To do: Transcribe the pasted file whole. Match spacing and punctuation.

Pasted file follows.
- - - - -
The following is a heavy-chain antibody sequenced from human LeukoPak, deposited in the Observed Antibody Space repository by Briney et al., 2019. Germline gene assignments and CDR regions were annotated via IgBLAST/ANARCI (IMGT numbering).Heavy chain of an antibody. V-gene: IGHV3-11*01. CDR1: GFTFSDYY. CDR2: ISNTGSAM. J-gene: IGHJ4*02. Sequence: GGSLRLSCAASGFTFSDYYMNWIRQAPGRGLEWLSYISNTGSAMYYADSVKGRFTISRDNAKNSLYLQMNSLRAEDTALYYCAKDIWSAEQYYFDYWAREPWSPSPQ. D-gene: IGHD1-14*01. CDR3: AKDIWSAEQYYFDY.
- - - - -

The following is a heavy-chain antibody sequenced from human LeukoPak, deposited in the Observed Antibody Space repository by Briney et al., 2019. Germline gene assignments and CDR regions were annotated via IgBLAST/ANARCI (IMGT numbering).Heavy chain of an antibody. V-gene: IGHV3-11*01. CDR1: GFTFSDYY. CDR2: ISNTGSAM. J-gene: IGHJ4*02. Sequence: GGSLRLSCAASGFTFSDYYMNWIRQAPGRGLEWLSYISNTGSAMYYADSVKGRFTISRDNAKNSLYLQMNSLRAEDTALYYCAKDIWSAEQYYFDYWAREPWSPSPQ. D-gene: IGHD1-14*01. CDR3: AKDIWSAEQYYFDY.